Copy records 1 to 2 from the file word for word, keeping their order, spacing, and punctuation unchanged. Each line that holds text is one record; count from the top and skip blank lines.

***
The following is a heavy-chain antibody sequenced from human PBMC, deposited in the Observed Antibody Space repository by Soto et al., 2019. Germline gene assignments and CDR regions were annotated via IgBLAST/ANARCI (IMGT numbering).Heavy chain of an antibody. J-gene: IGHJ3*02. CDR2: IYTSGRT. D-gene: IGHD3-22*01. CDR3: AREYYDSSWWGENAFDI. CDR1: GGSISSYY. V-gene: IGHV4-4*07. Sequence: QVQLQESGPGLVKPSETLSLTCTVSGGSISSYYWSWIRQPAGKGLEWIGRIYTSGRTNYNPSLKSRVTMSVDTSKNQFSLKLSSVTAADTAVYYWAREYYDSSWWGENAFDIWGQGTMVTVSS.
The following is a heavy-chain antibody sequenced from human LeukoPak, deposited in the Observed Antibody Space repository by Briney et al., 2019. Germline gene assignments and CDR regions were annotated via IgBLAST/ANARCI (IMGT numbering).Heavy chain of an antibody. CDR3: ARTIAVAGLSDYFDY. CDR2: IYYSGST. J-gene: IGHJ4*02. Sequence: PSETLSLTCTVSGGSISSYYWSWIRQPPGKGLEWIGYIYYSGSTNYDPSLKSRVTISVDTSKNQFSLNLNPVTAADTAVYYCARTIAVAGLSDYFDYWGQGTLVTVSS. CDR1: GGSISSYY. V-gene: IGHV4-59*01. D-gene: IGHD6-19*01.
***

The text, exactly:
The following is a heavy-chain antibody sequenced from human PBMC, deposited in the Observed Antibody Space repository by Soto et al., 2019. Germline gene assignments and CDR regions were annotated via IgBLAST/ANARCI (IMGT numbering).Heavy chain of an antibody. J-gene: IGHJ3*02. CDR2: IYTSGRT. D-gene: IGHD3-22*01. CDR3: AREYYDSSWWGENAFDI. CDR1: GGSISSYY. V-gene: IGHV4-4*07. Sequence: QVQLQESGPGLVKPSETLSLTCTVSGGSISSYYWSWIRQPAGKGLEWIGRIYTSGRTNYNPSLKSRVTMSVDTSKNQFSLKLSSVTAADTAVYYWAREYYDSSWWGENAFDIWGQGTMVTVSS.
The following is a heavy-chain antibody sequenced from human LeukoPak, deposited in the Observed Antibody Space repository by Briney et al., 2019. Germline gene assignments and CDR regions were annotated via IgBLAST/ANARCI (IMGT numbering).Heavy chain of an antibody. CDR3: ARTIAVAGLSDYFDY. CDR2: IYYSGST. J-gene: IGHJ4*02. Sequence: PSETLSLTCTVSGGSISSYYWSWIRQPPGKGLEWIGYIYYSGSTNYDPSLKSRVTISVDTSKNQFSLNLNPVTAADTAVYYCARTIAVAGLSDYFDYWGQGTLVTVSS. CDR1: GGSISSYY. V-gene: IGHV4-59*01. D-gene: IGHD6-19*01.